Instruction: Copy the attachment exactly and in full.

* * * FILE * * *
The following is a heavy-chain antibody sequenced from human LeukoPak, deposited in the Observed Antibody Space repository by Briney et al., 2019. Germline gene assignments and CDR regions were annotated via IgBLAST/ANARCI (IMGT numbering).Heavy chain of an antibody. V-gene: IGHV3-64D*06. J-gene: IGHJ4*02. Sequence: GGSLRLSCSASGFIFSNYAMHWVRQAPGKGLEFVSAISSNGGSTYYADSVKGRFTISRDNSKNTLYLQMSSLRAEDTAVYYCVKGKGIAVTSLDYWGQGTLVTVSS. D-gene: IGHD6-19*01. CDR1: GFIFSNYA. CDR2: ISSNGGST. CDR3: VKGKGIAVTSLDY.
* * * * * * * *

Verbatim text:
The following is a heavy-chain antibody sequenced from human LeukoPak, deposited in the Observed Antibody Space repository by Briney et al., 2019. Germline gene assignments and CDR regions were annotated via IgBLAST/ANARCI (IMGT numbering).Heavy chain of an antibody. V-gene: IGHV3-64D*06. J-gene: IGHJ4*02. Sequence: GGSLRLSCSASGFIFSNYAMHWVRQAPGKGLEFVSAISSNGGSTYYADSVKGRFTISRDNSKNTLYLQMSSLRAEDTAVYYCVKGKGIAVTSLDYWGQGTLVTVSS. D-gene: IGHD6-19*01. CDR1: GFIFSNYA. CDR2: ISSNGGST. CDR3: VKGKGIAVTSLDY.